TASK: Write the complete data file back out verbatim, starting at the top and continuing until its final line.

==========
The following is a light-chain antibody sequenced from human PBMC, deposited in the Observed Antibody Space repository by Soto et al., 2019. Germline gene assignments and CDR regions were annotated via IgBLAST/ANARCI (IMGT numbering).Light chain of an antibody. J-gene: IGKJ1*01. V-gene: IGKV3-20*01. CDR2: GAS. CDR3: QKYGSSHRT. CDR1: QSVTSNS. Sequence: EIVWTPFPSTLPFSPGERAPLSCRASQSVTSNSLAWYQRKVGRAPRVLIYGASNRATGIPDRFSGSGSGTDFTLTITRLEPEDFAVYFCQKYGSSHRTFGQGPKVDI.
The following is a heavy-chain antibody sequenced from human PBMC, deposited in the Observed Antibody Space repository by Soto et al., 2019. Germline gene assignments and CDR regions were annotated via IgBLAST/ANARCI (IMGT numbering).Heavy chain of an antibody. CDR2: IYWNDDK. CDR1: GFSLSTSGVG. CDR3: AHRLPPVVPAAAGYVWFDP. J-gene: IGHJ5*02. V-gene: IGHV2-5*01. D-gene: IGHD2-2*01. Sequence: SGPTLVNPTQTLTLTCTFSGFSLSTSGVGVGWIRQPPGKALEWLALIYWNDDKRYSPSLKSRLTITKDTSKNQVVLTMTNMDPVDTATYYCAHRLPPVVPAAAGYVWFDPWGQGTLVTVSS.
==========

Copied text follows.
The following is a light-chain antibody sequenced from human PBMC, deposited in the Observed Antibody Space repository by Soto et al., 2019. Germline gene assignments and CDR regions were annotated via IgBLAST/ANARCI (IMGT numbering).Light chain of an antibody. J-gene: IGKJ1*01. V-gene: IGKV3-20*01. CDR2: GAS. CDR3: QKYGSSHRT. CDR1: QSVTSNS. Sequence: EIVWTPFPSTLPFSPGERAPLSCRASQSVTSNSLAWYQRKVGRAPRVLIYGASNRATGIPDRFSGSGSGTDFTLTITRLEPEDFAVYFCQKYGSSHRTFGQGPKVDI.
The following is a heavy-chain antibody sequenced from human PBMC, deposited in the Observed Antibody Space repository by Soto et al., 2019. Germline gene assignments and CDR regions were annotated via IgBLAST/ANARCI (IMGT numbering).Heavy chain of an antibody. CDR2: IYWNDDK. CDR1: GFSLSTSGVG. CDR3: AHRLPPVVPAAAGYVWFDP. J-gene: IGHJ5*02. V-gene: IGHV2-5*01. D-gene: IGHD2-2*01. Sequence: SGPTLVNPTQTLTLTCTFSGFSLSTSGVGVGWIRQPPGKALEWLALIYWNDDKRYSPSLKSRLTITKDTSKNQVVLTMTNMDPVDTATYYCAHRLPPVVPAAAGYVWFDPWGQGTLVTVSS.